Submitted manuscripts should not have been published previously, nor be under consideration for publication elsewhere (except conference proceedings papers). All manuscripts are thoroughly refereed through a single-blind peer-review process. A guide for authors and other relevant information for submission of manuscripts is available on the Instructions for Authors page. Atmosphere is an international peer-reviewed open access monthly journal published by MDPI.

Please visit the Instructions for Authors page before submitting a manuscript. The Article Processing Charge (APC) for publication in this open access journal is 1400 CHF (Swiss Francs). Submitted papers should be well formatted and use good English. Authors may use MDPI's English editing service prior to publication or during author revisions.


  • global seasonal climate forecasts
  • sub-seasonal to seasonal forecasts
  • ensemble simulations
  • dynamical and statistical downscaling
  • bias correction
  • numerical weather prediction
  • forecast verification
  • decision-making
  • water resources management

Published Papers (1 paper)

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Open AccessArticle
Seasonal Forecasting of the Onset of the Rainy Season in West Africa
Atmosphere 2019, 10(9), 528; https://doi.org/10.3390/atmos10090528 - 08 Sep 2019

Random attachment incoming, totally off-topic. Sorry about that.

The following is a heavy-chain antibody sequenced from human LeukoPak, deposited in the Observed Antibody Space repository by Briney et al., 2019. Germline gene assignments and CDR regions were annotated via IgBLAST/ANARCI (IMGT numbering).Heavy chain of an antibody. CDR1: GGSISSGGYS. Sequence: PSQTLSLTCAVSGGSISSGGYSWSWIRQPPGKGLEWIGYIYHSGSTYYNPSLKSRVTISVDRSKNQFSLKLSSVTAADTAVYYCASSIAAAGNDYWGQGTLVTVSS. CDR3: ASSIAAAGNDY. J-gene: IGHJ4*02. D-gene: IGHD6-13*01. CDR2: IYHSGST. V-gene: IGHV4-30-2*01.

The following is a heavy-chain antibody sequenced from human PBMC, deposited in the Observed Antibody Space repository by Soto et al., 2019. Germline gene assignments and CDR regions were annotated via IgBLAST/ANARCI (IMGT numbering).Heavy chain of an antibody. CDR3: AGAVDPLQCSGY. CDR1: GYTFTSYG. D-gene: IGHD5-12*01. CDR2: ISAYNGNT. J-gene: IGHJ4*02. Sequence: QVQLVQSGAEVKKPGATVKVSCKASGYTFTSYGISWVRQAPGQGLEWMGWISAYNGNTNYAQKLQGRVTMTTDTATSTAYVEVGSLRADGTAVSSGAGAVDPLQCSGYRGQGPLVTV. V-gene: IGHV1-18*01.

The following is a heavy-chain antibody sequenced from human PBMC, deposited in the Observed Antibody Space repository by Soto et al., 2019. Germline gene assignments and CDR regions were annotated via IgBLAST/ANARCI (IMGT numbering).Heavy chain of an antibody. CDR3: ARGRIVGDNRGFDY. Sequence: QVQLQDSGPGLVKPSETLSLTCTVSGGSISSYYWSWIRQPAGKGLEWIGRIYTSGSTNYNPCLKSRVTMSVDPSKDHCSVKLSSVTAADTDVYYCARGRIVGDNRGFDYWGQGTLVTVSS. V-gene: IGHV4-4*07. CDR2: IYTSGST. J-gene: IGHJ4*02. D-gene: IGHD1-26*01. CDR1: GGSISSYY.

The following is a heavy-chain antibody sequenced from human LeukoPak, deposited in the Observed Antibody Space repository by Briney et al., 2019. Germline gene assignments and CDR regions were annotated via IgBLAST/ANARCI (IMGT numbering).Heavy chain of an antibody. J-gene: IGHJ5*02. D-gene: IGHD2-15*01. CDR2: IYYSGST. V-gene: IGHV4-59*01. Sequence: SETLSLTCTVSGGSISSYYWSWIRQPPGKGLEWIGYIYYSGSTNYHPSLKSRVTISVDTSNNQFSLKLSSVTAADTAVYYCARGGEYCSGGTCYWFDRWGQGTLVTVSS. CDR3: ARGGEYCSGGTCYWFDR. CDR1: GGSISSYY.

Seasonal forecasts for monsoonal rainfall characteristics like the onset of the rainy seasons (ORS) are crucial for national weather services in semi-arid regions to better support decision-making in rain-fed agriculture. In this study an approach for seasonal forecasting of the ORS is proposed [...] Read more.
Seasonal forecasts for monsoonal rainfall characteristics like the onset of the rainy seasons (ORS) are crucial for national weather services in semi-arid regions to better support decision-making in rain-fed agriculture. In this study an approach for seasonal forecasting of the ORS is proposed using precipitation information from a global seasonal ensemble prediction system. It consists of a quantile–quantile-transformation for eliminating systematic differences between ensemble forecasts and observations, a fuzzy-rule based method for estimating the ORS date and graphical methods for an improved visualization of probabilistic ORS forecasts. The performance of the approach is tested for several climate zones (the Sahel, Sudan and Guinean zone) in West Africa for a period of eleven years (2000 to 2010), using hindcasts from the Seasonal Forecasting System 4 of ECMWF. We indicated that seasonal ORS forecasts can be skillful for individual years and specific regions (e.g., the Guinean coasts), but also associated with large uncertainties. A spatial verification of the ORS fields emphasizes the importance of selecting appropriate performance measures (e.g., the anomaly correlation coefficient) to avoid an overestimation of the forecast skill. The graphical methods consist of several common formats used in seasonal forecasting and a new index-based method for a quicker interpretation of probabilistic ORS forecast. The new index can also be applied to other seasonal forecast variables, providing an important alternative to the common forecast formats used in seasonal forecasting. Moreover, the forecasting approach proposed in this study is not computationally intensive and is therefore operational applicable for forecasting centers in tropical and subtropical regions where computing power and bandwidth are often limited. Full article
(This article belongs to the Special Issue Improved (Sub)Seasonal Climate Forecast for Impact Modelling)